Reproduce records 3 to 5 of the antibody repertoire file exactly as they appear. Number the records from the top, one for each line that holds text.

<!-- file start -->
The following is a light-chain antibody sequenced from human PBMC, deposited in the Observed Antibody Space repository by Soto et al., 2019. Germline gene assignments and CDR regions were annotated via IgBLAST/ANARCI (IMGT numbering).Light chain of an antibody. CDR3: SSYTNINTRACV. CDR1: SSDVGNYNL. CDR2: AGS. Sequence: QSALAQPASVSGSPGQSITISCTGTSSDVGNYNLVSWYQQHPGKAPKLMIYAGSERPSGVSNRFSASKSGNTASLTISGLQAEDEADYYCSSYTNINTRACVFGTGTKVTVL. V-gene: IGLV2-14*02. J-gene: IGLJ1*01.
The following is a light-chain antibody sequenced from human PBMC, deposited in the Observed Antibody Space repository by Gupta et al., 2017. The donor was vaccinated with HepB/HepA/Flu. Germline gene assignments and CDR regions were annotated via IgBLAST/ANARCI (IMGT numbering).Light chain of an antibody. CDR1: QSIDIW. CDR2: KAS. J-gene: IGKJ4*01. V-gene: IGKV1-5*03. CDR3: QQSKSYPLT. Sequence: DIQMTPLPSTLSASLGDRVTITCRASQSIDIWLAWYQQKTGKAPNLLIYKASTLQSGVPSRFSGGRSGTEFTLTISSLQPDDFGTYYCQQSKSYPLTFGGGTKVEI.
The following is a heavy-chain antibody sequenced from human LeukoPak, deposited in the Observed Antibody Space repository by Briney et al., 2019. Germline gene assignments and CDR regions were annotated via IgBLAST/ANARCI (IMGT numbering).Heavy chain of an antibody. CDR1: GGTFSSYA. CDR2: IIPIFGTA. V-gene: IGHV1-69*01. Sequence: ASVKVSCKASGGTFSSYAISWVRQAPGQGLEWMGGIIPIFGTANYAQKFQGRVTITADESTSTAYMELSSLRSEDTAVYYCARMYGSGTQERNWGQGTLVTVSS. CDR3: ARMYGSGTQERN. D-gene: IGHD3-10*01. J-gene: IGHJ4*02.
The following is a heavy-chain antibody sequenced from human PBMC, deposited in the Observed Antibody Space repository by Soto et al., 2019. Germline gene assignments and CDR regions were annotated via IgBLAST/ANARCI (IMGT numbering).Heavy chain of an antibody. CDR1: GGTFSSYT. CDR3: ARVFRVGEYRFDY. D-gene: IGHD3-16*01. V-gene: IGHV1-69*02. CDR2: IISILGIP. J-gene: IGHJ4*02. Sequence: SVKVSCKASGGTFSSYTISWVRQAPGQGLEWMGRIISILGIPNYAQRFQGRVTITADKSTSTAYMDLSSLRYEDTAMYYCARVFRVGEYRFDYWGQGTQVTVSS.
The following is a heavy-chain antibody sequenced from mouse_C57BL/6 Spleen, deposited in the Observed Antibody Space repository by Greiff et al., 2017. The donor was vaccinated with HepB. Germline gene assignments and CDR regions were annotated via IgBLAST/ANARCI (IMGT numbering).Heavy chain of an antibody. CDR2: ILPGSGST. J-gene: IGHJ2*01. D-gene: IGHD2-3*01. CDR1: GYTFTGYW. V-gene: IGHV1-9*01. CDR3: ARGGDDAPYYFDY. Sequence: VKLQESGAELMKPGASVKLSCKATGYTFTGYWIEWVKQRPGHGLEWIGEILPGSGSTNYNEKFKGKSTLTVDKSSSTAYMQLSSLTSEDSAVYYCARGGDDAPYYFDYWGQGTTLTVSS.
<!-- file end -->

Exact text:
The following is a heavy-chain antibody sequenced from human LeukoPak, deposited in the Observed Antibody Space repository by Briney et al., 2019. Germline gene assignments and CDR regions were annotated via IgBLAST/ANARCI (IMGT numbering).Heavy chain of an antibody. CDR1: GGTFSSYA. CDR2: IIPIFGTA. V-gene: IGHV1-69*01. Sequence: ASVKVSCKASGGTFSSYAISWVRQAPGQGLEWMGGIIPIFGTANYAQKFQGRVTITADESTSTAYMELSSLRSEDTAVYYCARMYGSGTQERNWGQGTLVTVSS. CDR3: ARMYGSGTQERN. D-gene: IGHD3-10*01. J-gene: IGHJ4*02.
The following is a heavy-chain antibody sequenced from human PBMC, deposited in the Observed Antibody Space repository by Soto et al., 2019. Germline gene assignments and CDR regions were annotated via IgBLAST/ANARCI (IMGT numbering).Heavy chain of an antibody. CDR1: GGTFSSYT. CDR3: ARVFRVGEYRFDY. D-gene: IGHD3-16*01. V-gene: IGHV1-69*02. CDR2: IISILGIP. J-gene: IGHJ4*02. Sequence: SVKVSCKASGGTFSSYTISWVRQAPGQGLEWMGRIISILGIPNYAQRFQGRVTITADKSTSTAYMDLSSLRYEDTAMYYCARVFRVGEYRFDYWGQGTQVTVSS.
The following is a heavy-chain antibody sequenced from mouse_C57BL/6 Spleen, deposited in the Observed Antibody Space repository by Greiff et al., 2017. The donor was vaccinated with HepB. Germline gene assignments and CDR regions were annotated via IgBLAST/ANARCI (IMGT numbering).Heavy chain of an antibody. CDR2: ILPGSGST. J-gene: IGHJ2*01. D-gene: IGHD2-3*01. CDR1: GYTFTGYW. V-gene: IGHV1-9*01. CDR3: ARGGDDAPYYFDY. Sequence: VKLQESGAELMKPGASVKLSCKATGYTFTGYWIEWVKQRPGHGLEWIGEILPGSGSTNYNEKFKGKSTLTVDKSSSTAYMQLSSLTSEDSAVYYCARGGDDAPYYFDYWGQGTTLTVSS.